Tuesday, April 23, 2013

Randomize the Elements of an Array



Sometimes it is useful to be able to randomize the elements of an array and this posting will demonstrate a simple way of accomplishing that using the shuffle subroutine of the List::Util Perl module.  As a sample use case let’s consider a simplistic random password generator that was designed to generate passwords that contain two uppercase characters, two numbers, and four lowercase characters. A sample code snippet that would accomplish such a task might look as follows:

#!usr/bin/perl

use List::Util 'shuffle';
use strict;
use warnings;

#Ensure number of each character type requirements are met
my @randuc=map{('A'..'Z')[rand(26)]}(1..2);
my @randlc=map{('a'..'z')[rand(26)]}(1..4);
my @randnum=map{int(rand(10))}(1..2);
my @pass=(@randuc, @randlc, @randnum);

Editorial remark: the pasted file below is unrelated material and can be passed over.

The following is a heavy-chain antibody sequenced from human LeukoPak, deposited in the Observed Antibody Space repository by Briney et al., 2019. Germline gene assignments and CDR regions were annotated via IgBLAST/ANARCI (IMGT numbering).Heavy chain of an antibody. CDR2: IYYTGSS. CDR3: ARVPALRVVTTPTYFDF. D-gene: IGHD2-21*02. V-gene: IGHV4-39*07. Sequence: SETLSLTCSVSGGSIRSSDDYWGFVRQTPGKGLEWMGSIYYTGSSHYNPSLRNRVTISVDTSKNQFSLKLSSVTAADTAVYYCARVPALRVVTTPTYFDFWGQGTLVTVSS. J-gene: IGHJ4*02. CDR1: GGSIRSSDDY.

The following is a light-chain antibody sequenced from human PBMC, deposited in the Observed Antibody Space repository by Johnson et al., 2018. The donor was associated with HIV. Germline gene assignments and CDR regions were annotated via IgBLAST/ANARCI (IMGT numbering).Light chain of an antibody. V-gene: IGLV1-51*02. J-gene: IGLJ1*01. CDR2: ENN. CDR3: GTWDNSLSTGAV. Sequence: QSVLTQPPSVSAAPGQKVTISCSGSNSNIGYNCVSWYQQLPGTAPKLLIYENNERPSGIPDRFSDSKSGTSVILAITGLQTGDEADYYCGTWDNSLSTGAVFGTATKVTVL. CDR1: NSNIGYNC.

my $passwd=join("", @pass);
print "$passwd \n";

If executed, this code would create random passwords such as “SEadzs55”, which clearly meet the complexity requirements, but if we run the password generator over and over again a pattern should emerge.  The two upper case characters will always be first, followed by the four lowercase characters, followed by the two numbers.  This pattern greatly reduces the randomness of our passwords and is a common mistake you see in many random password generators.  We could greatly improve this code by adding some additional code that will randomize the elements of the password, so there is no definitive pattern as to the ordering of characters.  We could do this with the following code snippet:

#Shuffles the generated characters so uc characters not always first
#followed by lc characters, etc to improve randomness
my @mixed = shuffle(@pass);
$passwd=join("", @mixed);

print "$passwd \n";

If we now execute the code with this addition multiple times, will see that after each execution the ordering of the characters is randomized, thereby improving the entropy of our password. 

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